Charles Duncan – JMP Securities

Sure. And do you believe that the FDA recognizes those different secondary endpoints as meaningful patient populations that can be defined in the real-world setting?

Randall Mills

The FDA has done something remarkable here with regards to our reviewer that we have found to be very helpful. They recently – when I say recently, it's actually probably been more than a year now, but it seems recent – brought in a reviewer who is a well-recognized expert in bone marrow transplantation and a bone marrow transplant physician herself, who has spent a lot of time and a lot of her clinical practice treating patients with GvHD. That is our lead medical reviewer for our BLA on the GvHD trial. They absolutely have an understanding of the medical necessity of GvHD in very, very clear terms.

One of the interesting things that's coming up in May is the FDA is actually holding a workshop on defining clinically significant or clinically relevant endpoints in Graft-versus-Host Disease specifically, and it's being put on, I believe, by actually the Center of Biologics, our center, just to give you an example of how interested the FDA is and really understanding and making sure they fully have a handle on this application.

Charles Duncan – JMP Securities

And that makes a lot of sense and it seems to be a risk lower for the program. Randy, can you help us understand a little bit more about the expanded access? You said that you need to get that running. If I can ask you about the supply of Prochymal, is that a consideration with the expanded access?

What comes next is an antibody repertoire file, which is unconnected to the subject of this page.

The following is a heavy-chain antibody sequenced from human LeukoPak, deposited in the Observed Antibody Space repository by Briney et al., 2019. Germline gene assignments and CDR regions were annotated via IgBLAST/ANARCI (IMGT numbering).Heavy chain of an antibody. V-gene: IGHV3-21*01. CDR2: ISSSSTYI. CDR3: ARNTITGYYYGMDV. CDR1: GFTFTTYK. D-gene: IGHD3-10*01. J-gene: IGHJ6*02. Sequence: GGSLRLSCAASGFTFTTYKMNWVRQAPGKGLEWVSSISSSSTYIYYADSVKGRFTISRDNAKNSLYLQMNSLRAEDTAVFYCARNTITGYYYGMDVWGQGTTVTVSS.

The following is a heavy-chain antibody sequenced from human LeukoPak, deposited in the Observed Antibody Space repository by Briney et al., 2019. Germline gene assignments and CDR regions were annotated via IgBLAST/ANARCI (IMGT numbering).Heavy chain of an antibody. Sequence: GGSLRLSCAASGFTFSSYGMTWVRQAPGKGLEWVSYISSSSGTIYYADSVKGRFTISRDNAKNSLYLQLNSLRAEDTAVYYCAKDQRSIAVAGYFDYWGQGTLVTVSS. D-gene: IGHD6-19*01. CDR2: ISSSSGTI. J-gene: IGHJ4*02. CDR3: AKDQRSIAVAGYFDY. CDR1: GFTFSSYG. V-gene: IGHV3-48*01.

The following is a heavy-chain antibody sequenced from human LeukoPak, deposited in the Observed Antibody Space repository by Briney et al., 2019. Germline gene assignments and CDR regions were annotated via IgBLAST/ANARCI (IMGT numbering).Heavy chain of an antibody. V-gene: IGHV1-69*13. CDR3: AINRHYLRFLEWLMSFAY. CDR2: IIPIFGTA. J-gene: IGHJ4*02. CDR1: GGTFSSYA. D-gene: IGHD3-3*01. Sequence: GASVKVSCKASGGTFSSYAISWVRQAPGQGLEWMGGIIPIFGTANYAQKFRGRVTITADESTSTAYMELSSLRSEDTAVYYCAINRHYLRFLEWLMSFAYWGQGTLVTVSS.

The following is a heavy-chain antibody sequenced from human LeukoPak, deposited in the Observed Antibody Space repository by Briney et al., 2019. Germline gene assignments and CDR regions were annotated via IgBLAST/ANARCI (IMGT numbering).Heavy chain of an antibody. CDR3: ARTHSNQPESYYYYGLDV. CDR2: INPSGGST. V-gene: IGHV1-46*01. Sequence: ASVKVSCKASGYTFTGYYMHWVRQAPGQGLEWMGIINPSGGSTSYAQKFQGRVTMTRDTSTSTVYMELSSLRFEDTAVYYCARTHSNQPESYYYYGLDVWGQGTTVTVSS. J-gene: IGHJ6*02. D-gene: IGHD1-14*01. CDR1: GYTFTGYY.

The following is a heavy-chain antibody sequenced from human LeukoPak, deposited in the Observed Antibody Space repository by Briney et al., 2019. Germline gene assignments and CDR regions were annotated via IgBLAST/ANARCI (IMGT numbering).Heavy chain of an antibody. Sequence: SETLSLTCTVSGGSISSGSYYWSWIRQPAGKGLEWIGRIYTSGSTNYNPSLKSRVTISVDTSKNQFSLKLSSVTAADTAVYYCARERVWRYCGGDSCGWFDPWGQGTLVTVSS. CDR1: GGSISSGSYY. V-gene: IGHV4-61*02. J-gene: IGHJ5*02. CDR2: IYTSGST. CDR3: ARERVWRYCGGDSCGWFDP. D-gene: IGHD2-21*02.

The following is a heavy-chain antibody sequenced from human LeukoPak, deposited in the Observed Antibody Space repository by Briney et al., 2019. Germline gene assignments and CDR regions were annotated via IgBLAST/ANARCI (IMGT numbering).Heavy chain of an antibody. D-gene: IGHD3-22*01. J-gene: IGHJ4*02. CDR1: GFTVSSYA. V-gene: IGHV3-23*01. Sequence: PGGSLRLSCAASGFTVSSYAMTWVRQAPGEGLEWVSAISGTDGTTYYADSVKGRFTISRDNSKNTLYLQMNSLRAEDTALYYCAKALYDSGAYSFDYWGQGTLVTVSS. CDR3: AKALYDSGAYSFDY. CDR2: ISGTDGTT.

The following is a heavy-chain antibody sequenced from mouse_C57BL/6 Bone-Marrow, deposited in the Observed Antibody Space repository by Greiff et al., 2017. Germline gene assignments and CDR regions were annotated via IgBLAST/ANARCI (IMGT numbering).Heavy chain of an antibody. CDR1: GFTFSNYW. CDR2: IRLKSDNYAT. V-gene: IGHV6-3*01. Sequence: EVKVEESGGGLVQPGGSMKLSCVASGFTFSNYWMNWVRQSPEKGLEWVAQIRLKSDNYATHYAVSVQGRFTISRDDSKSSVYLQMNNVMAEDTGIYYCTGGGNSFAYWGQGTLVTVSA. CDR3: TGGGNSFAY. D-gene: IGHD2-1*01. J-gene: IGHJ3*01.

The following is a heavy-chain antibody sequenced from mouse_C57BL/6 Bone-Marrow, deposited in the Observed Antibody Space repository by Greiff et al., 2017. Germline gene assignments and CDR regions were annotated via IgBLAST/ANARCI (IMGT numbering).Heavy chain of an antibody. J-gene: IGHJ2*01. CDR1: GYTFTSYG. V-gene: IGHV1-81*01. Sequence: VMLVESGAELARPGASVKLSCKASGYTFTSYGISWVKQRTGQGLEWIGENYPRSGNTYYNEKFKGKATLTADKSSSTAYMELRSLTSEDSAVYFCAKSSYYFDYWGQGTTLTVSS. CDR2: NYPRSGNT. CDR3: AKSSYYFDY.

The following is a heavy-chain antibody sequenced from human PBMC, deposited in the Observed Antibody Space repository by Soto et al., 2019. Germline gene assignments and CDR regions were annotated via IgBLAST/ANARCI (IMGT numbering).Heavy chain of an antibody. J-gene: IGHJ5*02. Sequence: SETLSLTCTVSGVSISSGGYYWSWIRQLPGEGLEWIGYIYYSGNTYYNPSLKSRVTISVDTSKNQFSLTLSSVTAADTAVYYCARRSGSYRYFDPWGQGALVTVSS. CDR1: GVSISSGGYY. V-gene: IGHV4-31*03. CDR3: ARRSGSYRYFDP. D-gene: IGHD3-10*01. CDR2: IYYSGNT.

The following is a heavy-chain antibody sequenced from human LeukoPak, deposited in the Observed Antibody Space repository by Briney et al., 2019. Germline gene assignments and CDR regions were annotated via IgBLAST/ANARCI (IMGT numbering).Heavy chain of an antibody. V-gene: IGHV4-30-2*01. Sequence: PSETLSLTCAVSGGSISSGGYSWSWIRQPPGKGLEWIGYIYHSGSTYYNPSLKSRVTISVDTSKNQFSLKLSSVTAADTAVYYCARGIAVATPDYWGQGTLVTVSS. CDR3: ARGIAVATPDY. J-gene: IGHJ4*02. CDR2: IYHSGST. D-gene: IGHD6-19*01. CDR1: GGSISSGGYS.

Randall Mills

It is because of the demand we've seen.

Charles Duncan – JMP Securities

Yes.

Randall Mills

So, our expanded access program, both of them – actually, all three of them came to us sooner than we expected. We didn't frankly expect the FDA to tell us in May of last year to go ahead and start treating children while we were still enrolling the Phase III program. We didn't expect the demand in that program to be as significant as it was, and then we didn't expect to get as rapid approval for the adult trial. So, because – we have no problem mass producing quantities of Prochymal, but it does take a fair amount of time to spool that up.

Charles Duncan – JMP Securities

Sure.

Randall Mills

And it's not like a light switch that we can just turn on and automatically have more products. It takes a certain amount of time, so we're doing that right now. We are increasing our production rates of Prochymal to be able to meet that demand through the second half of the year. I don't think it's going to be an issue in the first half of the year. We just have to make sure that we carefully balance and prioritize the needs of the different clinical programs, so it's something we're watching. We obviously never want to stall out a clinical program that's underway. On the other hand, we need to make sure that we treat the sickest patients first.